19 October 2008

Robin in Plastic, Pixels, and Pastry

Down the mean streetsIn 2006, Lego started to issue Batman toys for kids and collectors, the designs based on a combination of standard Lego style and the Batman comics, TV cartoons, and live-action movies. Wikipedia has the complete rundown of what figures, vehicles, and locations come in what boxes--you don't find that info in the Britannica!

Robin's scuba jetRobin was originally just a supporting player in the "Batcave" set, as Nightwing was in the Arkham Asylum collection. But in 2008, Lego issued "Robin's Scuba Jet: Attack of The Penguin." In an all-bird battle, those toys sent Robin up against the Penguin and two little gun-toting hench-penguins.

keychainLego Batman has now been issued in four different suits. There are two Robins, both wearing the 1990-2006 costume, with slightly different plastic hairstyles. And there are ancillary products like this Lego Robin keychain.

Earlier this year, Lego took its redesigns of the Batman characters into a new dimension: the videogame. That's the source of the image at top, showing the Dynamic Duo on the mean streets of Gotham City. The game features several characters not yet available in plastic.

I collected a couple of images of Lego Batman months ago, but didn't have anything to say about them. They're cute, and show how the characters shifting into new forms, but the leap from comics to videogames through toys doesn't seem that striking.

Then M. T. Anderson sent me to this blog entry about a Lego Batman cake created by Elisa Straus, author of Confetti Cakes for Kids.
Batman cakeThis is an edible recreation of the Lego Batman game. Check out the Cake Wrecks blog for close-ups of the exquisite detail of Gotham urban decay.

Straus's own Confetti Cakes blog offers more details:

  • Weight: nearly 300 pounds.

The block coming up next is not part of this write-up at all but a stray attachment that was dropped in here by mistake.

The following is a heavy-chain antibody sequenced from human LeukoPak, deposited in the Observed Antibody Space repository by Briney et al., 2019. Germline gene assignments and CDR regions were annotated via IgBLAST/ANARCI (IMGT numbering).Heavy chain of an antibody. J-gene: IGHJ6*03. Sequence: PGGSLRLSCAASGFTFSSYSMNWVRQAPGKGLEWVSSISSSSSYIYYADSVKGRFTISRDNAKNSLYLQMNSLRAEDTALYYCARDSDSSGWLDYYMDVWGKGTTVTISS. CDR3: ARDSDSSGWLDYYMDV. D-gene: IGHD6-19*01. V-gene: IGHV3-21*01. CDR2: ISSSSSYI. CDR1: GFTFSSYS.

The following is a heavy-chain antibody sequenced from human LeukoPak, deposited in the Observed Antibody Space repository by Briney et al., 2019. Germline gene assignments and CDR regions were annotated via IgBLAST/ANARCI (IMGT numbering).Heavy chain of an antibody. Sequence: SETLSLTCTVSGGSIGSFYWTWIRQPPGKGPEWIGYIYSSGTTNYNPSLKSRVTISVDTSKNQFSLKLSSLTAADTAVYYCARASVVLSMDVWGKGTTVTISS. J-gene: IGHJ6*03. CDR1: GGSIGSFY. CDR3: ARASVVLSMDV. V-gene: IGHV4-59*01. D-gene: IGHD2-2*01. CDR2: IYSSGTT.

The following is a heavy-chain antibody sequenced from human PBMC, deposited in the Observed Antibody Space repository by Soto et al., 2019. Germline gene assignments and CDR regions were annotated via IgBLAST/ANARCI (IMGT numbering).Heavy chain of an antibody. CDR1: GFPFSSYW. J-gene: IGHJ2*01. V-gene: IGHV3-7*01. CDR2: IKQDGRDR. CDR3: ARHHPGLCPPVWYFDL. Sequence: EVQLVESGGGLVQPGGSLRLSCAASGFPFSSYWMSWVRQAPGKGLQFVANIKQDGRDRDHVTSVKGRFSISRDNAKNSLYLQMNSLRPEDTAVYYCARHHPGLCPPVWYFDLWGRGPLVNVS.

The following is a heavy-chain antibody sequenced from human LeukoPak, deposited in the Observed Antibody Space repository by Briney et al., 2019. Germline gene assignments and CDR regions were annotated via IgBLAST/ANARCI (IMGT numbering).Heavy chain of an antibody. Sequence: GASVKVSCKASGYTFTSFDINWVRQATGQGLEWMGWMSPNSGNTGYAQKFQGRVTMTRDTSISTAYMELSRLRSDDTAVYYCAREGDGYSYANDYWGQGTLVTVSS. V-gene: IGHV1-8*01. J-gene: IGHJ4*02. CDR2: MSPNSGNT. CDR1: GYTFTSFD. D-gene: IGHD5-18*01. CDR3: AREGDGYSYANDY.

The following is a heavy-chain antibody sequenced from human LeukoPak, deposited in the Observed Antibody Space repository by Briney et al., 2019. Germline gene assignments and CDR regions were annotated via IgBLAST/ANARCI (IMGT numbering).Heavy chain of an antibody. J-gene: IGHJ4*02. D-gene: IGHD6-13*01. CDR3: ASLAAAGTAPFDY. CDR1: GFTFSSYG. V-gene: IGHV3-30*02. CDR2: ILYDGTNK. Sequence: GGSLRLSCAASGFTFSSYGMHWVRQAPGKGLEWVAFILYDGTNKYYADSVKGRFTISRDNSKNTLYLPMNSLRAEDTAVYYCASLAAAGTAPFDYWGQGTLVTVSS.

• Flavors: vanilla, chocolate, and red velvet.
  • Preparation time: twelve days.
There are videos of the cake's assembly and disassembly.

So let's go back to "characters shifting into new forms." As Mongoose noted in the Cake Wrecks comments:
the critical part of my brain finds it weird that there is a cake representation of a Lego representation of a game representation of a movie representation of a comic book.
The Lego representation preceded the game representation, but Mongoose has indeed listed all the stages. What better way than this cake to show how classic characters like Robin eat through the barriers between media?


Anonymous said...

Actually, there's a video of the cake representation of the game representation of the. . . etc.

I'm waiting for it to come out in mass market storybook.

Nathan said...

I'm hoping it gets adapted for the stage!

MotherReader said...

I have to mention the find from the Batman TV show - a debate between the Penguin and Batman that has some interesting resemblance to recent political debates. It's at YouTube, and at my site.

J. L. Bell said...

AliceB’s comment made me think about the difference between documenting the creation of a work of art (e.g., the video about the cake, "making of" features on DVDs) and adapting some of that work to a new medium (e.g., using video's capabilities to tell a Lego® Batman® story in ways that comics, plastic models, videogames, cakes, etc. can't do).

Which led me to look on YouTube for videos made with Lego® Batman®. And of course there are some!

The main auteur in this genre appears to be "ForrestFire101." As one example of his work, he used plastic models, stop-motion, and digital effects to create "Robin's Birthday". Along the way, he created a Lego Robin with the current costume and hair. And he added the usual teenaged male hangups about homosexuality.

Most of the other Lego Batman videos are trailers promoting the videogame, such as this difficult to follow trailer featuring Nightwing.

J. L. Bell said...

Like you, MotherReader, I encountered that Batman/Penguin political debate on Andrew Sullivan's blog.

That Cobblepot is sure a maverick!